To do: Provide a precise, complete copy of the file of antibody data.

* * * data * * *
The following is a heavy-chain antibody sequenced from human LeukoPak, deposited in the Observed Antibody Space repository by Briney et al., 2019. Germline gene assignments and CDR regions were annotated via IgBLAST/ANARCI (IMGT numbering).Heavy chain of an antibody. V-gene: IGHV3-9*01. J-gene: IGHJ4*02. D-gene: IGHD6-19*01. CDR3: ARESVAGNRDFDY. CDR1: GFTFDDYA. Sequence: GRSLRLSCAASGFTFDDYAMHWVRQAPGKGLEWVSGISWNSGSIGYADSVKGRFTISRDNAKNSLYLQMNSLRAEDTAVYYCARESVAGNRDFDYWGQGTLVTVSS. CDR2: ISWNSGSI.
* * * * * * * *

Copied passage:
The following is a heavy-chain antibody sequenced from human LeukoPak, deposited in the Observed Antibody Space repository by Briney et al., 2019. Germline gene assignments and CDR regions were annotated via IgBLAST/ANARCI (IMGT numbering).Heavy chain of an antibody. V-gene: IGHV3-9*01. J-gene: IGHJ4*02. D-gene: IGHD6-19*01. CDR3: ARESVAGNRDFDY. CDR1: GFTFDDYA. Sequence: GRSLRLSCAASGFTFDDYAMHWVRQAPGKGLEWVSGISWNSGSIGYADSVKGRFTISRDNAKNSLYLQMNSLRAEDTAVYYCARESVAGNRDFDYWGQGTLVTVSS. CDR2: ISWNSGSI.